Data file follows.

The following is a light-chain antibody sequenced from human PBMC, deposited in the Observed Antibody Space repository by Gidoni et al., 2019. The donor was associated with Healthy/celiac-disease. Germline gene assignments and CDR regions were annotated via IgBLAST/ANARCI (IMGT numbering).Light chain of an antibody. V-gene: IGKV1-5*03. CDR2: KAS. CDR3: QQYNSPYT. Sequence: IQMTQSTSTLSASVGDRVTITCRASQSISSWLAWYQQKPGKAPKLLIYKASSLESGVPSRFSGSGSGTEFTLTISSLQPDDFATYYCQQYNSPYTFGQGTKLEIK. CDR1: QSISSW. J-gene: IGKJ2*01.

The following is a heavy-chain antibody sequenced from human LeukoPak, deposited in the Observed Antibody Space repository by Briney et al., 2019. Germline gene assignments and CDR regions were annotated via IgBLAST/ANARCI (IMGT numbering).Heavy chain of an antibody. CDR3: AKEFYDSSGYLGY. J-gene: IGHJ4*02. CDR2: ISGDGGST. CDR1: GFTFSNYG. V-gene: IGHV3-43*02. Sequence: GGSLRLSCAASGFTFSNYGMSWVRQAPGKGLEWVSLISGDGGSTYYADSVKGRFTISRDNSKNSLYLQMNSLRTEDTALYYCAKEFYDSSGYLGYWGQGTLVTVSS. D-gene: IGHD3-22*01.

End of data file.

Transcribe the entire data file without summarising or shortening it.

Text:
The following is a light-chain antibody sequenced from human PBMC, deposited in the Observed Antibody Space repository by Gidoni et al., 2019. The donor was associated with Healthy/celiac-disease. Germline gene assignments and CDR regions were annotated via IgBLAST/ANARCI (IMGT numbering).Light chain of an antibody. V-gene: IGKV1-5*03. CDR2: KAS. CDR3: QQYNSPYT. Sequence: IQMTQSTSTLSASVGDRVTITCRASQSISSWLAWYQQKPGKAPKLLIYKASSLESGVPSRFSGSGSGTEFTLTISSLQPDDFATYYCQQYNSPYTFGQGTKLEIK. CDR1: QSISSW. J-gene: IGKJ2*01.

The following is a heavy-chain antibody sequenced from human LeukoPak, deposited in the Observed Antibody Space repository by Briney et al., 2019. Germline gene assignments and CDR regions were annotated via IgBLAST/ANARCI (IMGT numbering).Heavy chain of an antibody. CDR3: AKEFYDSSGYLGY. J-gene: IGHJ4*02. CDR2: ISGDGGST. CDR1: GFTFSNYG. V-gene: IGHV3-43*02. Sequence: GGSLRLSCAASGFTFSNYGMSWVRQAPGKGLEWVSLISGDGGSTYYADSVKGRFTISRDNSKNSLYLQMNSLRTEDTALYYCAKEFYDSSGYLGYWGQGTLVTVSS. D-gene: IGHD3-22*01.